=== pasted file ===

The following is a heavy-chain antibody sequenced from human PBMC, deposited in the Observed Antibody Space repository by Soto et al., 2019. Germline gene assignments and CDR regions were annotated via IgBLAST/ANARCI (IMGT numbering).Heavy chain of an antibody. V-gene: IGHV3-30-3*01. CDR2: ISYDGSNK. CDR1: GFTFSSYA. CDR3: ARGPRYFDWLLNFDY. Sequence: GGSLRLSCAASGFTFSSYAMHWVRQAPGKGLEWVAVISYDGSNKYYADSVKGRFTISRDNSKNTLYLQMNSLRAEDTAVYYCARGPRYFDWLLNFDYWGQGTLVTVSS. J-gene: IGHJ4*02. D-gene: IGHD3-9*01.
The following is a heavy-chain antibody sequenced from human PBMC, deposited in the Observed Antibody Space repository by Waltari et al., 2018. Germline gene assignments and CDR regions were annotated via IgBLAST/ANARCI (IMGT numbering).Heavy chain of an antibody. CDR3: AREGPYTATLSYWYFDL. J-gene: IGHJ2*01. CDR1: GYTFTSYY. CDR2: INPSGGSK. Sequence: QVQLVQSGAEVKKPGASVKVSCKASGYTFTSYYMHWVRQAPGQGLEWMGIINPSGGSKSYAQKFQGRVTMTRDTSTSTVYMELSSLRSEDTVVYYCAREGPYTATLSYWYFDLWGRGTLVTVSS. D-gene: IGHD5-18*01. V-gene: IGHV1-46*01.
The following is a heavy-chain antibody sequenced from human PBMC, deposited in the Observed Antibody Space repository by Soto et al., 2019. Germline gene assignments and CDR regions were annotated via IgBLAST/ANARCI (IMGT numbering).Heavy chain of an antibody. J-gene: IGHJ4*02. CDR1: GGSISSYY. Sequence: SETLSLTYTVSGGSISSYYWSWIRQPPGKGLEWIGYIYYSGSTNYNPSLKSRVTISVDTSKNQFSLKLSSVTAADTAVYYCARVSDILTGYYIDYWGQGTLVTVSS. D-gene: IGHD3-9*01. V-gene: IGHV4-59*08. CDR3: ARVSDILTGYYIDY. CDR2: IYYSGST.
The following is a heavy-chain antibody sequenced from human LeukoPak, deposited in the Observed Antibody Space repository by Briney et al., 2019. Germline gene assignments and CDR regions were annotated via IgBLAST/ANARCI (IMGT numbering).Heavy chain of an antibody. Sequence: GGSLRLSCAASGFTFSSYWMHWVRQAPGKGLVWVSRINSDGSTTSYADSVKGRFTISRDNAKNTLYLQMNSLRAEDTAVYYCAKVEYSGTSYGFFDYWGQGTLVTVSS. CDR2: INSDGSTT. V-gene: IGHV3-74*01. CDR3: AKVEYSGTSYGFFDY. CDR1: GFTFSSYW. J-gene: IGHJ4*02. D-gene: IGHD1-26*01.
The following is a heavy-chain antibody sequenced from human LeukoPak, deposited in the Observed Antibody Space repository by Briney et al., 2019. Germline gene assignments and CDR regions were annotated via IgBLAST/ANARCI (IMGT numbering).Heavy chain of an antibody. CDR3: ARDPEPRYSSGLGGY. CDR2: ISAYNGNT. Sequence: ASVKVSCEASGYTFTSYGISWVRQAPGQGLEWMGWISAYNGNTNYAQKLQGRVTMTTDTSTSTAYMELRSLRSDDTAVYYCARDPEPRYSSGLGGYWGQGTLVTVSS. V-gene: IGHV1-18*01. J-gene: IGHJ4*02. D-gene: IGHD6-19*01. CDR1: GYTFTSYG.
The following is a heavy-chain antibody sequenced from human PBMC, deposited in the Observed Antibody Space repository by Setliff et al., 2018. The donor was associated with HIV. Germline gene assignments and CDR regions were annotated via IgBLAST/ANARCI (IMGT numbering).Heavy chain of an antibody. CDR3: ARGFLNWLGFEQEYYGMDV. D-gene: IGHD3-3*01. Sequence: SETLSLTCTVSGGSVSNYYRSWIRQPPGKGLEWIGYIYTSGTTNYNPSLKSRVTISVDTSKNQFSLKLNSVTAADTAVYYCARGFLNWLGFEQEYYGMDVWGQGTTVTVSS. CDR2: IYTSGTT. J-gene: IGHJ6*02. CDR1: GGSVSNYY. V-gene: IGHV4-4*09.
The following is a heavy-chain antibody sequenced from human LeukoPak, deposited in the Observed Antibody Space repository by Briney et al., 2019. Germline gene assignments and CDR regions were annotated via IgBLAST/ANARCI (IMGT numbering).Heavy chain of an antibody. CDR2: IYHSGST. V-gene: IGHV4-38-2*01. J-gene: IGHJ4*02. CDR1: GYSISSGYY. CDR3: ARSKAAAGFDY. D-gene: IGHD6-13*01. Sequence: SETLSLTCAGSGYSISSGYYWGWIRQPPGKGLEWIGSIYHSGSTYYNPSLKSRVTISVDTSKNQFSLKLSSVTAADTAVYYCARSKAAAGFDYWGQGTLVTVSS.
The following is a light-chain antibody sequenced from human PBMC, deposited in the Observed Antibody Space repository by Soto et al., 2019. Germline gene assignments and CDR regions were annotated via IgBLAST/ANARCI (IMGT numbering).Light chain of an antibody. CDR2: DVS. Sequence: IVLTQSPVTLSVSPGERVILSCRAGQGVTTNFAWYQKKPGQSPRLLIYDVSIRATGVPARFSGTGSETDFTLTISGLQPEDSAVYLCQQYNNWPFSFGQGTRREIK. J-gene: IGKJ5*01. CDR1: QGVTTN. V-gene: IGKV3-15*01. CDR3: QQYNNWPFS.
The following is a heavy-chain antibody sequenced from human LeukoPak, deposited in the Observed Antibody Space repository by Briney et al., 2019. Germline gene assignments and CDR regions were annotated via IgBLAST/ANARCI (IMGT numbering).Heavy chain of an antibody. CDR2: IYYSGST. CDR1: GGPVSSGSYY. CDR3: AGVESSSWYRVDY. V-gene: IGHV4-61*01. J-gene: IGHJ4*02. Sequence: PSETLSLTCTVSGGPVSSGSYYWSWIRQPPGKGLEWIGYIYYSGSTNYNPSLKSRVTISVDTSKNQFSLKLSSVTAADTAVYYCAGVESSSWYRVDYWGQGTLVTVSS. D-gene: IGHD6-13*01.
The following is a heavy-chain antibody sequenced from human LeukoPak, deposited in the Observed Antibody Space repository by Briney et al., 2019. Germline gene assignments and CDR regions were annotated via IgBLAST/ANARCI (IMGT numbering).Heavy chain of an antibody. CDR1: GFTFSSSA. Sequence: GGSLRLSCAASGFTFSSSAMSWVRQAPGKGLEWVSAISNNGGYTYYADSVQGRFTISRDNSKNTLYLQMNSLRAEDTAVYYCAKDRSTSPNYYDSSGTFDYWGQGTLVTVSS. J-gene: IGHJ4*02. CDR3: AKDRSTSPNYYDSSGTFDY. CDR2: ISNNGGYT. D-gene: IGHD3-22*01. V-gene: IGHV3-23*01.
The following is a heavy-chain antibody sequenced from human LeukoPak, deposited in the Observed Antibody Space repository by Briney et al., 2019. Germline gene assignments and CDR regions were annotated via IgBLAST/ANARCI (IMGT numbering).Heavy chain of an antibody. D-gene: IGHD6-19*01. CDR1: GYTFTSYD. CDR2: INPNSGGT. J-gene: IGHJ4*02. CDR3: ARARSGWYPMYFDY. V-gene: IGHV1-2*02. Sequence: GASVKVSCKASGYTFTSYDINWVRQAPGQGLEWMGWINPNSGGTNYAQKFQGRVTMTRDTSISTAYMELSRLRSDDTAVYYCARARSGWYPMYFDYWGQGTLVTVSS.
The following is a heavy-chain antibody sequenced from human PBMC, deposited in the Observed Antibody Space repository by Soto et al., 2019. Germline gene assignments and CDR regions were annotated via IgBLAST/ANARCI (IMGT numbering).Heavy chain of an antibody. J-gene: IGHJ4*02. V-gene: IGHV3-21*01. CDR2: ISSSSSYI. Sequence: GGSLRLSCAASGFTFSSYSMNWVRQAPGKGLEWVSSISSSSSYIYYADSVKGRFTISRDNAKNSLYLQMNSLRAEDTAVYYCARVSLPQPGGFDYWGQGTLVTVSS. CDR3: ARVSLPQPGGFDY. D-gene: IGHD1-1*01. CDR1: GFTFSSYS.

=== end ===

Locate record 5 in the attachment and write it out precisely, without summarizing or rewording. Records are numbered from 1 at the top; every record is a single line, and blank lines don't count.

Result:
The following is a heavy-chain antibody sequenced from human LeukoPak, deposited in the Observed Antibody Space repository by Briney et al., 2019. Germline gene assignments and CDR regions were annotated via IgBLAST/ANARCI (IMGT numbering).Heavy chain of an antibody. CDR3: ARDPEPRYSSGLGGY. CDR2: ISAYNGNT. Sequence: ASVKVSCEASGYTFTSYGISWVRQAPGQGLEWMGWISAYNGNTNYAQKLQGRVTMTTDTSTSTAYMELRSLRSDDTAVYYCARDPEPRYSSGLGGYWGQGTLVTVSS. V-gene: IGHV1-18*01. J-gene: IGHJ4*02. D-gene: IGHD6-19*01. CDR1: GYTFTSYG.